Colonization of Non-Traditional Range in Dispersing Elk, Cervus elaphus nelsoni, Populations


  • Fred Van Dyke Montana Department of Fish, Wildlife and Parks, Red Lodge, Montana 59068



Elk, Cervus elaphus, dispersal, habitat use, population, Montana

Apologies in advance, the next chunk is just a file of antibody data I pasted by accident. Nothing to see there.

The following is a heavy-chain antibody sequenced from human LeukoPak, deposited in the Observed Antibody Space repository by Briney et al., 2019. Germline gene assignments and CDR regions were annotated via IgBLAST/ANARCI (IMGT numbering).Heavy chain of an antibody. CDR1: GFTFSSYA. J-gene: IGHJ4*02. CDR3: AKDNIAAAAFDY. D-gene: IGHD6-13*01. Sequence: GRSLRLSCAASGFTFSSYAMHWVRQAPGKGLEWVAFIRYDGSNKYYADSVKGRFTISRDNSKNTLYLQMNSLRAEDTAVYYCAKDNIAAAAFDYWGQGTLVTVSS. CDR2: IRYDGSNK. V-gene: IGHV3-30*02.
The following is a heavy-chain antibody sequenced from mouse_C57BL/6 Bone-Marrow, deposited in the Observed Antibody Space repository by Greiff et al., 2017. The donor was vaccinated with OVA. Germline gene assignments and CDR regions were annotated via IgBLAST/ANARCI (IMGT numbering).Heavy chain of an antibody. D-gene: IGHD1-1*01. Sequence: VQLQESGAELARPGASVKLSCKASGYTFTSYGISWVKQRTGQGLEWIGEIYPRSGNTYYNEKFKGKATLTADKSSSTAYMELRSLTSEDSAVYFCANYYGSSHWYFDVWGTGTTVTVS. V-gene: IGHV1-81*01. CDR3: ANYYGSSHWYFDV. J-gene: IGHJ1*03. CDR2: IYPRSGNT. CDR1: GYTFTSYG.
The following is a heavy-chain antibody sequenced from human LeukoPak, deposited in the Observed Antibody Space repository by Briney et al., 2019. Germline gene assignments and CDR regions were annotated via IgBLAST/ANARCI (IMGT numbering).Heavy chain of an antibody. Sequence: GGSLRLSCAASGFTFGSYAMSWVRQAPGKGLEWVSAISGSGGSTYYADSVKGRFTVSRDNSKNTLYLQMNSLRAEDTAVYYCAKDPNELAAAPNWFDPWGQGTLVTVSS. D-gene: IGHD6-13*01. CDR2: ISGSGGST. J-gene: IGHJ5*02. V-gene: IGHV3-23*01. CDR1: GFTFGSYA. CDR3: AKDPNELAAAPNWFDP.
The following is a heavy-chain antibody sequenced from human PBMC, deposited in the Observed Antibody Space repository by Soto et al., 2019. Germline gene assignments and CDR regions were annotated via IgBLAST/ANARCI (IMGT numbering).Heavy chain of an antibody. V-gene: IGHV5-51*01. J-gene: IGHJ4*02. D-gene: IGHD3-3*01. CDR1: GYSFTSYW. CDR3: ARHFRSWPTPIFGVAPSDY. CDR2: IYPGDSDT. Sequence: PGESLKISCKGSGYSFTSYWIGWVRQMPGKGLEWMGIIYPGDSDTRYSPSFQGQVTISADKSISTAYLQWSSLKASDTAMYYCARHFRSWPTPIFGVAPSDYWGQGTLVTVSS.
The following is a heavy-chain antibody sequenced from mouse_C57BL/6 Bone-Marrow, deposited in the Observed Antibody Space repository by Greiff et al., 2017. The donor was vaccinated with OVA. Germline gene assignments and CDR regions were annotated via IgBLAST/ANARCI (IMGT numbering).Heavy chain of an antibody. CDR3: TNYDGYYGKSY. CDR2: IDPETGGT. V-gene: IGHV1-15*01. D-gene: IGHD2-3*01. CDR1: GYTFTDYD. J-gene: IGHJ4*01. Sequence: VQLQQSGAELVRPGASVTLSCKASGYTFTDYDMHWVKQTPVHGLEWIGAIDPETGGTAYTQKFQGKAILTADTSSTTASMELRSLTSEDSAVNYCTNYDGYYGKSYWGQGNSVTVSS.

As ungulate populations increase in density on traditional range, resulting increases in intraspecific competition can encourage dispersal of some individuals to new areas. Such areas, although lower in density of conspecifics, might present unfamiliar arrays and types of habitat that could require altered patterns of home range and habitat use by dispersers. However, the specific adaptations employed by dispersers in such circumstances are not well documented or understood. I investigated three cases of range expansion by Elk (Cervus elaphus nelsoni) populations experiencing population growth on traditional ranges in south-central Montana, USA. Each source population produced a group that dispersed to non-traditional areas. Compared to source populations, dispersing groups increased average size of home ranges, changed patterns of use in core areas of home ranges, and used habitats differently than Elk on traditional range. Dispersing groups demonstrated fidelity to new ranges equal to that of source populations, but their seasonal tenure on non-traditional range was strongly linked to environmental conditions, especially rainfall. Dispersal of groups increased the overall range of the population and its range of habitat use. In growing populations of Elk, managers should determine if dispersing groups exist and whether they should be protected to establish new populations in marginal areas or be reduced to limit potential Elk-landowner conflicts.